Dealing with failures is an essential part of modern computing. Built in processes that deal with failures are an essential part of many computing environments, from massive storage devices, large scale parallel computation, and communication networks.In this projectseminar we study how to answer queries in the presence of failures in a network, where one assumes apriori a bound on the number of simultaneous failures. Such a bound is especially relevant in the context of independent failures where the probability of multiple failures decreases exponentially with the number of failures.
In particular, we consider distance and shortest path queries in the presence of edge failures for undirected weighted graphs. Our goal is to preprocess a graph G=(V,E) and produce some (hopefully small) data structure used to answer subsequent queries of the form (s,t,F), where F is a subset of at most f edges.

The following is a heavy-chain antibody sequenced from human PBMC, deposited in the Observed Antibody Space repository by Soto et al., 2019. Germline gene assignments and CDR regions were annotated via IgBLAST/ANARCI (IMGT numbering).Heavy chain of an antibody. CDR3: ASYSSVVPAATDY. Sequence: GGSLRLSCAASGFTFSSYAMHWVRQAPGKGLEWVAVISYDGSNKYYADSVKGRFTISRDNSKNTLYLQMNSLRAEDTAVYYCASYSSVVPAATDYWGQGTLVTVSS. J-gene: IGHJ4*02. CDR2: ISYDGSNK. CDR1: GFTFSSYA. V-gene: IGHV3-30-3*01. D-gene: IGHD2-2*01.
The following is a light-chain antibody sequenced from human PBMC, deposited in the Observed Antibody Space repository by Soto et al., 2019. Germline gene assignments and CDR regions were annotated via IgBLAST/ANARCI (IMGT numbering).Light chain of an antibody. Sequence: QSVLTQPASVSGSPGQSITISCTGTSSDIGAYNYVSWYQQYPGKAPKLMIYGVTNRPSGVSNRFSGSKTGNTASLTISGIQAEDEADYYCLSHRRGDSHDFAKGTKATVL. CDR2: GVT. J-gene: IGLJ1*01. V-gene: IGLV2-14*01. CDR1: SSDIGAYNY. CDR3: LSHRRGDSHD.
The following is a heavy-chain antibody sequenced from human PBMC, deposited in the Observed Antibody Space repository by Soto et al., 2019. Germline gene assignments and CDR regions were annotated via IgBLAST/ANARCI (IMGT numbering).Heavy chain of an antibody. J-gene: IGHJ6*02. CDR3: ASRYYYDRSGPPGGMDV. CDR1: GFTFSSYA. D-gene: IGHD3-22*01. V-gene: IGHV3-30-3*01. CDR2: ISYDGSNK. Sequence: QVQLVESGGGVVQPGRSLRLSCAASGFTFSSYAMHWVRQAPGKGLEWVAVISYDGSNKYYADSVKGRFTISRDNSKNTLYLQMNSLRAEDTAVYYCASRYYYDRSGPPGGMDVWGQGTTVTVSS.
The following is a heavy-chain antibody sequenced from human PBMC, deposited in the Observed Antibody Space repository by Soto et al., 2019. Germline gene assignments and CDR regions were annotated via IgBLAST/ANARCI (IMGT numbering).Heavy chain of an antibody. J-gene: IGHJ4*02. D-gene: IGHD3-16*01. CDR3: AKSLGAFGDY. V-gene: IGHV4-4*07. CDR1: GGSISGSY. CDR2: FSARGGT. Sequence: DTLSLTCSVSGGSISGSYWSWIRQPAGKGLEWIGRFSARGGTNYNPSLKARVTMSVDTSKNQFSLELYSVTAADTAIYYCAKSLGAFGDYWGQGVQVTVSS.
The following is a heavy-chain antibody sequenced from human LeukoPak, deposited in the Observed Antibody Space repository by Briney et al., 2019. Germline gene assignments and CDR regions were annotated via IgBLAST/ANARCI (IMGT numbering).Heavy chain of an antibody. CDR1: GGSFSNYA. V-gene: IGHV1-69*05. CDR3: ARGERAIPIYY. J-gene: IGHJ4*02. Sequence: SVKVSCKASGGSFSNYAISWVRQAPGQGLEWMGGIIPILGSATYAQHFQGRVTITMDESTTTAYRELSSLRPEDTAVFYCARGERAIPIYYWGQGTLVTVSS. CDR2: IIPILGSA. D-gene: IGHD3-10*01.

The answer to such a query is an approximation to the shortest path length between s and t in the graph G - F (which is the graph obtained by removing the edges of F from G). Moreover, one may desire to print out such a path. We call such a data structure an f-DSO (DSO = Distance Sensitivity Oracle). There are several parameters to be considered with respect to suggested f-DSOs.
- The size of the data structure required.
- The time needed to answer distance queries (s,t,F).
- The approximation ratio (also known as the stretch), how close are our estimated distances to the actual distances?
- The time required for the preprocessing phase.
There has been tramendous amount of theoretical work on f-DSOs for optimizing the above parameters, for example:
However, there is very limited algorithm engineering research for implementing these algorithms and data-structures.
In this project seminar we will explore algorithm engineering aspects of implementing some of these data-structures and algorithms.